The latest Covid wave, which is being driven by the highly contagious Omicron 5 variant, is a “real cause for concern”, especially in terms of a “potential patient overload”, said Nino Cartabellotta, president of the Gimbe Foundation. 

As Italian cities prepare to host a packed calendar of concerts and festivals this summer, health experts are questioning whether such events should actually take place given the high risk of transmission associated with mass gatherings.

READ ALSO: What tourists in Italy need to know if they get Covid-19

“Rescheduling these types of events would be the best thing to do right now,” said Massimo Ciccozzi, Director of Epidemiology at Campus Bio-Medico University of Rome. 

The summer wave is expected to peak in mid-July but, Ciccozzi warns, the upcoming live events might “delay [the peak] until the end of July or even beyond” and extend the infection curve.

Antonello Maruotti, Professor of Statistics at LUMSA University of Rome, recently shared Ciccozzi’s concerns, saying that live events as big as Maneskin’s scheduled Rome concert are “definitely not a good idea”. 

The Italian rock band are slated to perform at the Circus Maximus on Saturday, July 9th but the expected turnout – over 70,000 fans are set to attend the event – has raised objections from an array of Italian doctors, with some warning that the concert might cause as many as 20,000 new cases.

If it were to materialise, the prospected scenario would significantly aggravate Lazio’s present medical predicament as there are currently over 186,000 Covid cases in the region (nearly 800 patients are receiving treatment in local hospitals). 

Italian rock band Maneskin performing in Turin

Italian rock band Maneskin are expected to perform at the Circus Maximus in Rome on Saturday, July 9th. Photo by Marco BERTORELLO / AFP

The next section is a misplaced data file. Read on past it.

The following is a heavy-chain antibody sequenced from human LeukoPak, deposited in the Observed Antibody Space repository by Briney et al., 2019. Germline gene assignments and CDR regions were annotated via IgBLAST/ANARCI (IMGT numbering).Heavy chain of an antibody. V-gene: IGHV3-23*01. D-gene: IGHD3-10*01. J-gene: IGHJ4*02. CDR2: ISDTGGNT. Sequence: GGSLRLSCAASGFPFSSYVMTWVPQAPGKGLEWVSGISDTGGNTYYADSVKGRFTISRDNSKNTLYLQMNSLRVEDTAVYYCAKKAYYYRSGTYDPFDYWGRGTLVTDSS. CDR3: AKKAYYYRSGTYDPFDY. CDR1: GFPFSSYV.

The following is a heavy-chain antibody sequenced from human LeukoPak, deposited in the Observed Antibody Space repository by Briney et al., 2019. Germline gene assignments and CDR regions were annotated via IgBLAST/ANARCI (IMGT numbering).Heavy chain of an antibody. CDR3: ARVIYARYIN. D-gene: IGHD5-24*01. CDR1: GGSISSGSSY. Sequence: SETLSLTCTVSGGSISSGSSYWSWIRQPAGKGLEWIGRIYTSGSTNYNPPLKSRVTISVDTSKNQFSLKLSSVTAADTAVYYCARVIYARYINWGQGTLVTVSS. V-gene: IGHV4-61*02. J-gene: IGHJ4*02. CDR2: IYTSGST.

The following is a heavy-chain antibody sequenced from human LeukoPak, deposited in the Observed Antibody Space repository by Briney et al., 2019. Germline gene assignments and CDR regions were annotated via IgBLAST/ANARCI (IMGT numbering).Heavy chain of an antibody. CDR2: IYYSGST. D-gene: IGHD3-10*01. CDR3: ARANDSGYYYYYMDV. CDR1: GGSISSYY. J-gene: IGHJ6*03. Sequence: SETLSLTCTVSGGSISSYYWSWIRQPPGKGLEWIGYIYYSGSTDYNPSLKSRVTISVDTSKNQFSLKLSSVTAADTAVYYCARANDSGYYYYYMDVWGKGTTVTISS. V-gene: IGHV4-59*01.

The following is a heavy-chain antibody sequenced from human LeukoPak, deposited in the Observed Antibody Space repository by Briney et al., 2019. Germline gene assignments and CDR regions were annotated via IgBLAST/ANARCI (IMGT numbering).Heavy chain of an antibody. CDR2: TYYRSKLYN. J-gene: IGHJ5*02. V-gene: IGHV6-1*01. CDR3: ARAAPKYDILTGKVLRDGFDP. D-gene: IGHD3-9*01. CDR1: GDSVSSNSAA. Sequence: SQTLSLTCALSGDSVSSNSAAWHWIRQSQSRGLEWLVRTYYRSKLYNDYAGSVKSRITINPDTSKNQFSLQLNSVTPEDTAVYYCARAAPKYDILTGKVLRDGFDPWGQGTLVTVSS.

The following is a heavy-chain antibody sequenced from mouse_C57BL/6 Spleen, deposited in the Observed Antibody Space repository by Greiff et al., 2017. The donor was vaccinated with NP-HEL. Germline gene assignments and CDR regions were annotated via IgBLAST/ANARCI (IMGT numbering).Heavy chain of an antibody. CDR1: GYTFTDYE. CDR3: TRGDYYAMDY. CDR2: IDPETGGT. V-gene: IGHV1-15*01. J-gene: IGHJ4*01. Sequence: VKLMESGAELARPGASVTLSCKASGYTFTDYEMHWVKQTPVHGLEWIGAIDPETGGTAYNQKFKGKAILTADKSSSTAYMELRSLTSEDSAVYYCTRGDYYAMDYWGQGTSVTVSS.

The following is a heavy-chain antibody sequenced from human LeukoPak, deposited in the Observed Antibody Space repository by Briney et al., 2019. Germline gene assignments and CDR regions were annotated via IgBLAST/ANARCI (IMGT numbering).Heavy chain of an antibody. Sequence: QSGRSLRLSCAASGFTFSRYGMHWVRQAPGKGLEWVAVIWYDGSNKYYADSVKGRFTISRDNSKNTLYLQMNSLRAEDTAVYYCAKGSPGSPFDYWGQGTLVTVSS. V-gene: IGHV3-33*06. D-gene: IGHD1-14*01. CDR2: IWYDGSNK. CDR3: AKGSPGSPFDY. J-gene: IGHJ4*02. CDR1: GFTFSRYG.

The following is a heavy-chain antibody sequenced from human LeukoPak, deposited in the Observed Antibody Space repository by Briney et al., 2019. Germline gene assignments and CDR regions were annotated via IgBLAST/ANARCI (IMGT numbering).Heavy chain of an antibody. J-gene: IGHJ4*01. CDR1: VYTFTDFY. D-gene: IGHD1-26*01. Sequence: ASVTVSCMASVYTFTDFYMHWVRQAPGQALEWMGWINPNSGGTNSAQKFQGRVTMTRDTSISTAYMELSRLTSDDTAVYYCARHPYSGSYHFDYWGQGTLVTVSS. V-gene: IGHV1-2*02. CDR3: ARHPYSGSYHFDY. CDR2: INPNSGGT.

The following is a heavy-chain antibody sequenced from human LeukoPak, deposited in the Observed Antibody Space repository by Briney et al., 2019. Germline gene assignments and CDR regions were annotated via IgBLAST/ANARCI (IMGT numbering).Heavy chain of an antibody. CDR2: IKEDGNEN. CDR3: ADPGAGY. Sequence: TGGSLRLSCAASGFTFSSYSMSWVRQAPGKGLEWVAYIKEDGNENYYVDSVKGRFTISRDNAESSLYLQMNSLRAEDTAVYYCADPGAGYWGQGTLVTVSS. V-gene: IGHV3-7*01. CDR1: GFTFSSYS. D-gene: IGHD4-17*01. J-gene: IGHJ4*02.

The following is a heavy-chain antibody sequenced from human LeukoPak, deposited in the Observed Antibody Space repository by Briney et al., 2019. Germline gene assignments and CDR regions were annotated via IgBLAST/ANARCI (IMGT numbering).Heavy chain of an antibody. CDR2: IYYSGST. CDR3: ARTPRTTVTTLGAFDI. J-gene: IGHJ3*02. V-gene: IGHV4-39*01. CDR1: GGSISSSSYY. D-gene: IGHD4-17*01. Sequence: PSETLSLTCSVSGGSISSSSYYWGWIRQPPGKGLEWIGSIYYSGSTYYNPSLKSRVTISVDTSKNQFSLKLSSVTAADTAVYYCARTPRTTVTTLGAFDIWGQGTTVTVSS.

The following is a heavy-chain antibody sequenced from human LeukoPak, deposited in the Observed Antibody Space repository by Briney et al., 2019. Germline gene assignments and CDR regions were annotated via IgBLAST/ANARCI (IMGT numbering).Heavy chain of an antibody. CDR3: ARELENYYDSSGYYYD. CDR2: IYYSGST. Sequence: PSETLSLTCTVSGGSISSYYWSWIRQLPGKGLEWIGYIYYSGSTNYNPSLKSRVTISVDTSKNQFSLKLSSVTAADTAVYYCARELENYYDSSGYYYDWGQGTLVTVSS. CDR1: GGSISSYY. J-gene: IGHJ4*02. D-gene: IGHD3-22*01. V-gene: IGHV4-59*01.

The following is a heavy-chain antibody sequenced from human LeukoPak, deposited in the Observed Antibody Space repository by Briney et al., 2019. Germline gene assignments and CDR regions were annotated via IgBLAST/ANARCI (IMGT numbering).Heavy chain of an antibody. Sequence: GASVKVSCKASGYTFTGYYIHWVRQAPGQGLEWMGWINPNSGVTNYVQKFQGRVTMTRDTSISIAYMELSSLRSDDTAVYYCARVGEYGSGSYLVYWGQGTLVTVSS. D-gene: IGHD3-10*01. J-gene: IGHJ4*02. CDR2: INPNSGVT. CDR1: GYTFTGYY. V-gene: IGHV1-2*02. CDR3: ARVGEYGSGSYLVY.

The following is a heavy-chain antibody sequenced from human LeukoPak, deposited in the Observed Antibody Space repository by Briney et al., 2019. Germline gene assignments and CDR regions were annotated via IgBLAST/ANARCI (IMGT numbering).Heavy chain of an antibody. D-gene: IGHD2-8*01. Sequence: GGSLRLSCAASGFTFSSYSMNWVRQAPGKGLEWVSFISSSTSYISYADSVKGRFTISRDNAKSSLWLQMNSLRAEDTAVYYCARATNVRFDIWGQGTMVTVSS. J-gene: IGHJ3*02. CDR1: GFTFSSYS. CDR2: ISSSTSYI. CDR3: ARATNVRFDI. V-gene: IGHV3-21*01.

But, despite pleas to postpone the event, it is likely that Maneskin’s concert will take place as scheduled.

Alessandro Onorato, Rome’s Tourism Councillor, said that rescheduling is “out of question” and that “all recommendations from the local medical authorities will be adopted” with the help of the event’s organisers and staff on the ground.

At the time of writing, there is also no indication that the Italian government will consider postponing other major live events scheduled to take place in the coming weeks, though the situation is evolving rapidly and a U-turn on previous dispositions can’t be ruled out.

READ ALSO: At a glance: What are the Covid-19 rules in Italy now?

On this note, it is worth mentioning that Italy has now scrapped all of its former Covid measures except the requirement to wear FFP2 face masks on public transport (though not on planes) and in healthcare settings.

The use of face coverings is, however, still recommended in all crowded areas, including outdoors – exactly the point that leading Italian doctors are stressing in the hope that live events will not lead to large-scale infection.

Antonio Magi, President of Rome’s OMCEO (College of Doctors, Surgeons and Dentists), said: “Our advice is to wear FFP2 masks […] in high-risk situations.”

“I hope that young people will heed our recommendations and think about the health risks that their parents or grandparents might be exposed to after the event [they attend].”